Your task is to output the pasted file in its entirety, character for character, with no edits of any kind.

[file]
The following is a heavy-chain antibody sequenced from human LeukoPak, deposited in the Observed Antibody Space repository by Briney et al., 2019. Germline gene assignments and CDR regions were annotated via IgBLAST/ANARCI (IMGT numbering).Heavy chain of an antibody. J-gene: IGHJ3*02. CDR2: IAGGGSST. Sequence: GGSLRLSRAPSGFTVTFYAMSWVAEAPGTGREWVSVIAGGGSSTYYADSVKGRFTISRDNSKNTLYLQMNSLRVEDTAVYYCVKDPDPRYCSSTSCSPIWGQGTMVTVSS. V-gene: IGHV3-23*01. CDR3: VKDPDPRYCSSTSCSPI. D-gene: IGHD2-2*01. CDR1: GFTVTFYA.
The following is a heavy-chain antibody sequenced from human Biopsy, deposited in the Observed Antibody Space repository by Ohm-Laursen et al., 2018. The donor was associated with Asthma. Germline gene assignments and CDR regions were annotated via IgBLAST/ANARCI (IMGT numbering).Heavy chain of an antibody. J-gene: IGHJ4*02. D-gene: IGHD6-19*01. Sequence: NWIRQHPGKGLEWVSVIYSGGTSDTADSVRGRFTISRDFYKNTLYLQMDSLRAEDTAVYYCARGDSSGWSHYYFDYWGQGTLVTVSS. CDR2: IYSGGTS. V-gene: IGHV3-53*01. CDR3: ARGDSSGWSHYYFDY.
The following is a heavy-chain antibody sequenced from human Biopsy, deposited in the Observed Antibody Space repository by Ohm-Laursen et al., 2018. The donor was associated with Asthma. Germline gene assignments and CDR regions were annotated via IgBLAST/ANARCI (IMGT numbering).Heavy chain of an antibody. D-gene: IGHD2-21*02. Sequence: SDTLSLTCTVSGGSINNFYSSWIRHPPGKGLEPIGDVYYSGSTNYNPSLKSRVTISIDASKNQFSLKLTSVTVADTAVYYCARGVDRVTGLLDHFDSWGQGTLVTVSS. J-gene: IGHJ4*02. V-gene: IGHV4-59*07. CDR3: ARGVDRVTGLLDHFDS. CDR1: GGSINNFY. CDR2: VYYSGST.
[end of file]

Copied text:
The following is a heavy-chain antibody sequenced from human LeukoPak, deposited in the Observed Antibody Space repository by Briney et al., 2019. Germline gene assignments and CDR regions were annotated via IgBLAST/ANARCI (IMGT numbering).Heavy chain of an antibody. J-gene: IGHJ3*02. CDR2: IAGGGSST. Sequence: GGSLRLSRAPSGFTVTFYAMSWVAEAPGTGREWVSVIAGGGSSTYYADSVKGRFTISRDNSKNTLYLQMNSLRVEDTAVYYCVKDPDPRYCSSTSCSPIWGQGTMVTVSS. V-gene: IGHV3-23*01. CDR3: VKDPDPRYCSSTSCSPI. D-gene: IGHD2-2*01. CDR1: GFTVTFYA.
The following is a heavy-chain antibody sequenced from human Biopsy, deposited in the Observed Antibody Space repository by Ohm-Laursen et al., 2018. The donor was associated with Asthma. Germline gene assignments and CDR regions were annotated via IgBLAST/ANARCI (IMGT numbering).Heavy chain of an antibody. J-gene: IGHJ4*02. D-gene: IGHD6-19*01. Sequence: NWIRQHPGKGLEWVSVIYSGGTSDTADSVRGRFTISRDFYKNTLYLQMDSLRAEDTAVYYCARGDSSGWSHYYFDYWGQGTLVTVSS. CDR2: IYSGGTS. V-gene: IGHV3-53*01. CDR3: ARGDSSGWSHYYFDY.
The following is a heavy-chain antibody sequenced from human Biopsy, deposited in the Observed Antibody Space repository by Ohm-Laursen et al., 2018. The donor was associated with Asthma. Germline gene assignments and CDR regions were annotated via IgBLAST/ANARCI (IMGT numbering).Heavy chain of an antibody. D-gene: IGHD2-21*02. Sequence: SDTLSLTCTVSGGSINNFYSSWIRHPPGKGLEPIGDVYYSGSTNYNPSLKSRVTISIDASKNQFSLKLTSVTVADTAVYYCARGVDRVTGLLDHFDSWGQGTLVTVSS. J-gene: IGHJ4*02. V-gene: IGHV4-59*07. CDR3: ARGVDRVTGLLDHFDS. CDR1: GGSINNFY. CDR2: VYYSGST.